Superman managed to insinuate himself in the pop culture pantheon of greatest American icons as the result of personifying a number of metaphorical aspects of culture deemed distinctively “American” in nature. Superman is an immigrant (and an illegal one and unregistered one at that!) who embodies the frontier spirit of mobility as a key to finding personal success. That success through mobility comes about as a result of America’s rejection of rigid class consciousness in which birth determines one’s future; like any good American, Superman takes advantage of America’s system which allows anyone to reinvent themselves as something new and different as the need arises.
Part of that effort at reinvention involves the act of creating a new identity in the form of Clark Kent that is distinctly at odds with his actual reality. That persona becomes vital to the enduring status of Superman as a cultural icon specifically due to that element of polar opposition to the nearly-invulnerable alien from Krypton. Few people ever rise to their feet to root on the powerhouse team who haven’t lost a game in four years; they are far more likely to root for the hapless team that hasn’t come to a championship in half a century. Without the nerdy Clark Kent to endow the unbeatable powerhouse that Superman really is, the potential exists for Superman inevitably to become more a figure that inspires fear that a figure truth and justice.
Superman’s evolution to remain relevant has taken him from overly muscled Greek God to a noticeably more average build for the 1950’s TV series that cast him closer to the image of the suburban fathers of all those kids who gathered in front of the TV to watch. By the time of his color resurrection on the big screen in the late 1970’s and 1980’s, he had regained a more cut muscularity, but was equipped with a winking ironic self-awareness of the underlying ridiculousness of his Clark Kent differentiation. Most attempt to implicate a religious subtext to Superman have stayed clear of his more mainstream appearances on TV and in the movies. This may be partially due to the distinctly Jewish overtones of Superman as messiah created very much in the image of the type of hero that his young Jewish creators likely knew quite well through their shared Semitic heritage.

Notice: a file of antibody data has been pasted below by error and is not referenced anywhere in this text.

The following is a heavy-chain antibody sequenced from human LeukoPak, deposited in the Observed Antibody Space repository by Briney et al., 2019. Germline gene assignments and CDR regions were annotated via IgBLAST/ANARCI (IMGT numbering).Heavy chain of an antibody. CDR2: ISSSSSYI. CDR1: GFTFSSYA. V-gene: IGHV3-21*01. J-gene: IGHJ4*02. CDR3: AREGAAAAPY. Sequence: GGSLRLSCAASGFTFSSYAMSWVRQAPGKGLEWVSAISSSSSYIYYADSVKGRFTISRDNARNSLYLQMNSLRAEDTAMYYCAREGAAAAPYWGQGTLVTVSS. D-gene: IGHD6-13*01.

That religious component of heroism as part of the American ideal has disappeared from much of the landscape as well. America is a much different place today than it was at any time during the heights of Superman’s popularity and his identification as an iconic personification of the American Ideal. An understanding and appreciation of the evolution of those ideals constituting what it means to be an iconic American can be demonstrated precisely through pop culture’s fictional heroes which most exemplify those changing conventions and traditions. For instance, one can forward a very strong argument that the popularity of Breaking Bad can be attribute in no small way to protagonist Walter White coming to be viewed as embodying the true spirit of the American business man. Walter White embodies the desire for to educate young Americans to become energetic young capitalists forwarding the god of free market enterprise; that he makes his fortune producing a product with the capability of killing his very customers hardly enters the discourse. After all, in the ultimate scheme of things, how is Walter White really any different at all from American business icons Philip Morris, Samuel Colt or Jasper Newton Daniel?